Key point 3-04 . All states permit clergy to perform marriage ceremonies. However, some states permit only “ordained” or some other classification of clergy to perform marriage ceremonies. It is important for clergy to determine if they are legally authorized to perform marriages under applicable state law, and to be aware of the legal qualifications for marriage and any license and reporting requirements prescribed by state law.
The Nebraska Supreme Court ruled that where a Nebraska marriage license was obtained, but one of the participants was already legally married to someone else, a bigamy prosecution was still proper.
On June 29, 2015, a man (the “defendant”) completed a marriage worksheet at a local county clerk’s office in Nebraska and paid the requisite fee. A clerk watched the defendant and “Wife 1” sign a Nebraska marriage license and notarized their signatures. On July 4, 2015, the defendant’s sister, an ordained minister, performed a wedding ceremony for the couple in Texas.
The defendant’s sister signed a “marriage certificate,” but she did not sign or return the Nebraska marriage license. The defendant’s sister claimed that she later threw away the marriage license at the defendant’s request. The couple returned to Nebraska and resided together. Over the next few weeks, Wife 1 contacted the clerk on several occasions to inquire whether the marriage license had been returned.
Wife 1 informed the clerk that, although she was able to change her surname with the Social Security Administration using the marriage certificate, she wanted a certified copy of the marriage license in order to change her information with the Nebraska Department of Motor Vehicles.
During this timeframe, the couple had an “on again–off again relationship.” At one point, the defendant told the clerk that he did not want to be married and inquired how to “prevent the marriage from going through.” The clerk responded that “if they had already filled out the documentation and had the ceremony, they were married.”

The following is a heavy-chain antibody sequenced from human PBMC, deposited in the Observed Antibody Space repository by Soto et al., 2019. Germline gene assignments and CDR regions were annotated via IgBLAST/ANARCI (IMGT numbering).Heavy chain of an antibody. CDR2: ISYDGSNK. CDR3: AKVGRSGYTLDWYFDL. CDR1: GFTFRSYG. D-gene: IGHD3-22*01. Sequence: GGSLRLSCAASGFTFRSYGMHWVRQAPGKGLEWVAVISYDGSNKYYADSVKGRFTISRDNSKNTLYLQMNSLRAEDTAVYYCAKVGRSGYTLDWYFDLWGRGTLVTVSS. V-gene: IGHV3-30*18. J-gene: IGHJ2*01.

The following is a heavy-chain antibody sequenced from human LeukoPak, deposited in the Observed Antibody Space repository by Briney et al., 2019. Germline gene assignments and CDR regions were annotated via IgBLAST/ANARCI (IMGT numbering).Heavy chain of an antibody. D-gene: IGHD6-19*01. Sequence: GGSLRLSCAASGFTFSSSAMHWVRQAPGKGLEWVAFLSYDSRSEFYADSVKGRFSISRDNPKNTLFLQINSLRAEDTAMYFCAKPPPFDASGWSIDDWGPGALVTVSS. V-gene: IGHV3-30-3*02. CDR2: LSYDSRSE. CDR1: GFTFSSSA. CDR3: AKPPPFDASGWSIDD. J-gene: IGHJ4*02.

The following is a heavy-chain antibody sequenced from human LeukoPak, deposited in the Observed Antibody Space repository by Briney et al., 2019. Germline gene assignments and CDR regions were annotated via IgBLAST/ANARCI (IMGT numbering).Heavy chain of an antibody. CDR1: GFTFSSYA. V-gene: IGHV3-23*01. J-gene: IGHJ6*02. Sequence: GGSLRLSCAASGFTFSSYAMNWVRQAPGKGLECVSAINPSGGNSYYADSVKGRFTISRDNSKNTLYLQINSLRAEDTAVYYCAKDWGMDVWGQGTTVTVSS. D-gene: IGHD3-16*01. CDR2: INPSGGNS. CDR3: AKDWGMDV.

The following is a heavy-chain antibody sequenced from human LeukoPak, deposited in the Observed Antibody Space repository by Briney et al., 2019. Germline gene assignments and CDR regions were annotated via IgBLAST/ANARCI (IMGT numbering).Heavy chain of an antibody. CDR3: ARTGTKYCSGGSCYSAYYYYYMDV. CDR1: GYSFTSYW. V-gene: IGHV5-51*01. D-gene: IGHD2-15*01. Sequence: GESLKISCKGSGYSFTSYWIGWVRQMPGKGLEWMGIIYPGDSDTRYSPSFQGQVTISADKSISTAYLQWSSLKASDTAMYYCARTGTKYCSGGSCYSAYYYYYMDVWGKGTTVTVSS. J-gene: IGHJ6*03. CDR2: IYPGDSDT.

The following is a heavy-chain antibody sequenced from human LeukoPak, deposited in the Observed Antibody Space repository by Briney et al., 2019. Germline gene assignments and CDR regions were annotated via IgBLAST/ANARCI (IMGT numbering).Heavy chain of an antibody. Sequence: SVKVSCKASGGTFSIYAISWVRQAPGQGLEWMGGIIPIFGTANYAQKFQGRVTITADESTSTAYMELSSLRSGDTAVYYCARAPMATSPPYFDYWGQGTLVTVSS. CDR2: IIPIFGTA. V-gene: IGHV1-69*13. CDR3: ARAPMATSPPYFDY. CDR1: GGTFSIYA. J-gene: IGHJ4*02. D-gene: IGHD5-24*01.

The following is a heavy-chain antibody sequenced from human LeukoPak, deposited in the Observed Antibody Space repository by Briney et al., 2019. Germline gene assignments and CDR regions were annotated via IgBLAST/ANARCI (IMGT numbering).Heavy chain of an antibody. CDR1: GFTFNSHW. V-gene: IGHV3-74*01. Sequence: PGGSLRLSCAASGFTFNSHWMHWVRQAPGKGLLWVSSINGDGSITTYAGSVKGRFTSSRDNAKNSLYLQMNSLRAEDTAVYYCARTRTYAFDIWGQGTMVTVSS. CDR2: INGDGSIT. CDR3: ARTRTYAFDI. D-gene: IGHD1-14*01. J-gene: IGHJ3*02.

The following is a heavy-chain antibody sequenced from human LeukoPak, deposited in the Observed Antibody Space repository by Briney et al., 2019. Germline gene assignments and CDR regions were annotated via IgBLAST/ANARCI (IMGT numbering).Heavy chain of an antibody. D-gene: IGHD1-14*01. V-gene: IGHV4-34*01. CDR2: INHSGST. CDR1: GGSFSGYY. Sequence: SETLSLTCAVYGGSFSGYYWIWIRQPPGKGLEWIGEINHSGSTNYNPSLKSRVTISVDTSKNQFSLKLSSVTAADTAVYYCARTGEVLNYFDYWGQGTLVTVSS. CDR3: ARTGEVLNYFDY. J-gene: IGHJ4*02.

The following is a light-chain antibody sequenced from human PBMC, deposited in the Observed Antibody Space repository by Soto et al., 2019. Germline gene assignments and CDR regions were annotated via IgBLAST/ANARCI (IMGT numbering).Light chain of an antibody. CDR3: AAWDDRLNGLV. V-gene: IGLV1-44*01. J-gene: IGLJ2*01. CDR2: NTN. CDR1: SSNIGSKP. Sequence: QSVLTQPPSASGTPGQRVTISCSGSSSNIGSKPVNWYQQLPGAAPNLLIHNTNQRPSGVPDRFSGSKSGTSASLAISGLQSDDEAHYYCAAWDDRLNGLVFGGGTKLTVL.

In late 2016 or early 2017, the clerk notified the records administrator of the county clerk’s office that the marriage license between the defendant and Wife 1 had not been filed.
When the records administrator determined that no marriage license was filed for the 2015 marriage, she called the defendant’s sister and informed her that a replacement marriage license would be sent, which needed to be signed and returned. The defendant and Wife 1 returned to the county clerk’s office, signed a copy of the replacement marriage license, and had the clerk notarize their signatures.
Subsequently, the marriage license was returned and filed with the county clerk’s office in January 2017. The license contained signatures of the defendant’s sister and two witnesses. It stated that the defendant and Wife 1 were married on July 4, 2015, in Nebraska.
In May 2018, the defendant moved out of the residence he shared with Wife 1. Screenshots of text messages between them, some of which were sent around this time, showed that the defendant referred to himself as Wife 1’s husband and to her as his wife.